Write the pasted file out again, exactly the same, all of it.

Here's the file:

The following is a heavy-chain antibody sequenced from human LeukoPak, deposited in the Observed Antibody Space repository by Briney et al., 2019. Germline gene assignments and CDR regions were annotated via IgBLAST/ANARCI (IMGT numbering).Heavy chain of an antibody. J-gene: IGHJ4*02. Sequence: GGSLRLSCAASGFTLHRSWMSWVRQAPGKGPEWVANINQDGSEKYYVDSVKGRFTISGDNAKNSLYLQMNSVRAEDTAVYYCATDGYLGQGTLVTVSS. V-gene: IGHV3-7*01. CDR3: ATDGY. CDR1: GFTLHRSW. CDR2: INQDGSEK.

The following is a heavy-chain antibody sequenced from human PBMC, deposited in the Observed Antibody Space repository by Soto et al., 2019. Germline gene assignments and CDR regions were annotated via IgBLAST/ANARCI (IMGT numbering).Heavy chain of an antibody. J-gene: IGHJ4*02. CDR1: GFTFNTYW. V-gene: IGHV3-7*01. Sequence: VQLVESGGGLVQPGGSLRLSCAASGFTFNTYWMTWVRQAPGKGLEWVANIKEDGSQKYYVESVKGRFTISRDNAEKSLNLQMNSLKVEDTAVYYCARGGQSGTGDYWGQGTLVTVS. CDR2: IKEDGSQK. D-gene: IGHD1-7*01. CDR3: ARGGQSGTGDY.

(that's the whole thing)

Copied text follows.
The following is a heavy-chain antibody sequenced from human LeukoPak, deposited in the Observed Antibody Space repository by Briney et al., 2019. Germline gene assignments and CDR regions were annotated via IgBLAST/ANARCI (IMGT numbering).Heavy chain of an antibody. J-gene: IGHJ4*02. Sequence: GGSLRLSCAASGFTLHRSWMSWVRQAPGKGPEWVANINQDGSEKYYVDSVKGRFTISGDNAKNSLYLQMNSVRAEDTAVYYCATDGYLGQGTLVTVSS. V-gene: IGHV3-7*01. CDR3: ATDGY. CDR1: GFTLHRSW. CDR2: INQDGSEK.

The following is a heavy-chain antibody sequenced from human PBMC, deposited in the Observed Antibody Space repository by Soto et al., 2019. Germline gene assignments and CDR regions were annotated via IgBLAST/ANARCI (IMGT numbering).Heavy chain of an antibody. J-gene: IGHJ4*02. CDR1: GFTFNTYW. V-gene: IGHV3-7*01. Sequence: VQLVESGGGLVQPGGSLRLSCAASGFTFNTYWMTWVRQAPGKGLEWVANIKEDGSQKYYVESVKGRFTISRDNAEKSLNLQMNSLKVEDTAVYYCARGGQSGTGDYWGQGTLVTVS. CDR2: IKEDGSQK. D-gene: IGHD1-7*01. CDR3: ARGGQSGTGDY.